We are really pleased that local MP, Tulip Siddiq, has agreed to be our guest blogger this month. Here is what she has to say:
As the Member of Parliament for Hampstead and Kilburn, I am proud to represent an area in which residents are vocal when they have concerns over local services. This is particularly true in matters of health and social care, not least because so many world-class medical professionals live and work in the area!
Unfortunately, it is also the case because Hampstead and Kilburn is home to some of the most acute deprivation in the country. The constituency sits across two boroughs, Brent and Camden, and in both there is a constant need for the advocacy and support that is so expertly delivered by organisations such as Healthwatch Camden.
Since being elected in 2015, I have attempted to channel the ethos of Healthwatch and provide a voice to local healthcare users on a number of issues.
From questions over winter funding for the NHS, to anticipating the effects of GP closures, to pushing for the introduction of safer prenatal treatment, I have been keen to relay the views of residents directly to the Department of Health.
The healthcare challenges ahead are clear and profound.
Unprecedented industrial action by Junior Doctors could bring short-term disruption, but the bigger questions surround the viability of a 7-day a week NHS, not least as investment continues to fall short – both in terms of frontline services and capital expenditure.
Certain problems are clearly beyond immediate remedy and communication will be vital to ensuring residents retain confidence in their healthcare providers.
For example, the global shortage of the BCG injection, which immunizes children against Tuberculosis (TB), has proved a serious cause for concern.
As one of many London boroughs that have experienced a higher incidence of TB, parents in Camden need to have the confidence that children will not be exposed to increased risk.
In this case, the Central and North West London NHS Trust were helpful in initial statements explaining the nature of the shortage, but they must keep the public updated on the progress being made whilst trying to manage the consequences of exhausted BCG stocks.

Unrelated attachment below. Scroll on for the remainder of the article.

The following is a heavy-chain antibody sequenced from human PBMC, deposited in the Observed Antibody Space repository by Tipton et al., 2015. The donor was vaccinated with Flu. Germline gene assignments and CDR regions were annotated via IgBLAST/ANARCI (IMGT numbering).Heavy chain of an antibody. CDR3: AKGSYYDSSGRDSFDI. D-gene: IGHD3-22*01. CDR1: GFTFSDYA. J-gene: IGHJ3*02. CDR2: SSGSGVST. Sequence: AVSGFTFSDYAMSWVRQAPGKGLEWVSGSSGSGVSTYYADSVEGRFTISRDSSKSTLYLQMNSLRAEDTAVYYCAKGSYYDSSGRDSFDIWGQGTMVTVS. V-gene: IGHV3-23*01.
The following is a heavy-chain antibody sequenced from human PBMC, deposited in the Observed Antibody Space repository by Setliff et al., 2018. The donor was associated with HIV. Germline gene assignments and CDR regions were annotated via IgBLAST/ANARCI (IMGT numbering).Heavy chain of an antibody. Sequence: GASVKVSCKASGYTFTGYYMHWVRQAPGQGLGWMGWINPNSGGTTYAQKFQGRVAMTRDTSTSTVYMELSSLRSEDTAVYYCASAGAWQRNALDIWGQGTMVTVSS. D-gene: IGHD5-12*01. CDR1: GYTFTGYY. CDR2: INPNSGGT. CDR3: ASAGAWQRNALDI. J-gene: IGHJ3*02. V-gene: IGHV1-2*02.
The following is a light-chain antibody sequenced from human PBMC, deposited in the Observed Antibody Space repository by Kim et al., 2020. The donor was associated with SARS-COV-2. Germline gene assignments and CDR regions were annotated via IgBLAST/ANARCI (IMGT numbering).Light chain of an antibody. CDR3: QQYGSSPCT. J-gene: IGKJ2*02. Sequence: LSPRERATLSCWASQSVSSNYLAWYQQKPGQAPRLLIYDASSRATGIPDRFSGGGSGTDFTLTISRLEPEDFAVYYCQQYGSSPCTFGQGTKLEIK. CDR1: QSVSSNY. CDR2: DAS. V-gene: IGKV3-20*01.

My inbox has been inundated with emails from worried parents wanting to know when they can expect their child to receive the vaccination. As a new mother myself, I had no trouble relating to these anxieties.
The need for clear communication and policy direction is even more pressing in the world of social care. England remains one of the few advanced countries that have not reformed long-term care funding in response to the needs of an ageing population.
2017 will be a vital year in this policy journey, as we can assess the impact made by the social care precept, a 2% hike in council tax that was introduced by the Government to meet the costs of care provision. Regardless, the challenges facing the NHS and social care are inextricably linked and will ultimately need a long-term solution.
In the meantime, I hope residents will continue to contact my office with pressing health or social care questions that they may have. I hope too, that they continue to make the most of vital resources, such as Healthwatch Camden, who are operating at the heart of our community to solve problems. By reaching out in such a way, residents will be better placed to take control and get the treatment and care as they require it.